“And I think we can get a much better return on our investment with running shoes,” Reich says. Beyond the benefits of regular exercise, Reich says RADD provides participants a sense of community. It shatters perceptions about addiction and triggers news relationships. After the group’s Saturday morning runs, upwards of 25 participants enjoy coffee, bagels and other delights while talking — employing proper social distancing techniques, of course.. The community feel, Reich says, is as important as the physical exercise.
“On those Saturday mornings, we’re just people out for a run and enjoying the company of others,” Reich says, reminding that addiction touches all classes, colors and creeds. “Running has a beautiful way of leveling the playing field.”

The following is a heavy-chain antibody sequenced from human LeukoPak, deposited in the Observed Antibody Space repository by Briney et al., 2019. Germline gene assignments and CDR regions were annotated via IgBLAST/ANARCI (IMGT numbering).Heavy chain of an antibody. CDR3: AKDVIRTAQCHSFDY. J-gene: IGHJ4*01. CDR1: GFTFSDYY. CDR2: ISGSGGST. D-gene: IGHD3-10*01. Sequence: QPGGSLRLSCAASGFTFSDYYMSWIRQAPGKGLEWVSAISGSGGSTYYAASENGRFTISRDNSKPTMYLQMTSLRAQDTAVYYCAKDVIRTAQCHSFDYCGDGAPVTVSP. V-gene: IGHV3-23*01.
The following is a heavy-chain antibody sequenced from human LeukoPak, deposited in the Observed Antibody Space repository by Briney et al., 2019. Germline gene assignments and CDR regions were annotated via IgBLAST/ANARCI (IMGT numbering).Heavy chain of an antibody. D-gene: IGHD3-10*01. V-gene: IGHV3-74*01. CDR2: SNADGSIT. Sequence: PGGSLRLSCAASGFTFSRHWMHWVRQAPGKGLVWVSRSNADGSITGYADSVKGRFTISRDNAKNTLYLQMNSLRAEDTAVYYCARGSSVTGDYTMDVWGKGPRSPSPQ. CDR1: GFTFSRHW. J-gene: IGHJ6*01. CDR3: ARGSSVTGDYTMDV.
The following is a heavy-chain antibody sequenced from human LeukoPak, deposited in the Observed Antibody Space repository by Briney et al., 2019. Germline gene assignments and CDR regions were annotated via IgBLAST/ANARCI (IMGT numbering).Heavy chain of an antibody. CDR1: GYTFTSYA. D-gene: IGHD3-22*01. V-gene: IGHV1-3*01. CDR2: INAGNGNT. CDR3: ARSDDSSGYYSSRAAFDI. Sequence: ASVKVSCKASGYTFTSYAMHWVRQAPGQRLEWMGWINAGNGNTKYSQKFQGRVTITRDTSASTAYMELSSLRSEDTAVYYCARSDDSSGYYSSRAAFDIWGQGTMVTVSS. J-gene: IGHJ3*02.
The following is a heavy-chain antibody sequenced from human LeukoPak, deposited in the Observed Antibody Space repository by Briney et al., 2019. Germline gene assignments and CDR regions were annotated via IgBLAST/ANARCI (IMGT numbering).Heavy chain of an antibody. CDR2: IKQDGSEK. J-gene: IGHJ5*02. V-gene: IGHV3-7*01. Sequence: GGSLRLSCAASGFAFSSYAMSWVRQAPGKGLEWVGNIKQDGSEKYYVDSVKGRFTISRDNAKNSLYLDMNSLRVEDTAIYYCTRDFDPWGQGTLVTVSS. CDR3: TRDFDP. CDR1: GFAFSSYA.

Ask Reich about the power of RADD and he doesn’t hesitate to point to Jack Beck.
One of RADD’s original attendees back in April 2014, Beck, then 42, claimed a long history of substance abuse and criminal troubles. He showed up in basketball shoes and offered little eye contact and few words.Yet, Beck returned the following week and then the week after that. Reich got him running shoes and marveled at his progress. “You could physically see the changes in him,” Reich recalls.
In June, eight weeks after attending the inaugural RADD run with his probation officer, Beck finished his first 5K. Weeks later, he completed another and soon after began chasing new goals — 10Ks and half marathons. In the process, Beck reunited with family and, save one short relapse with alcohol addressed with an early intervention, has been a model citizen.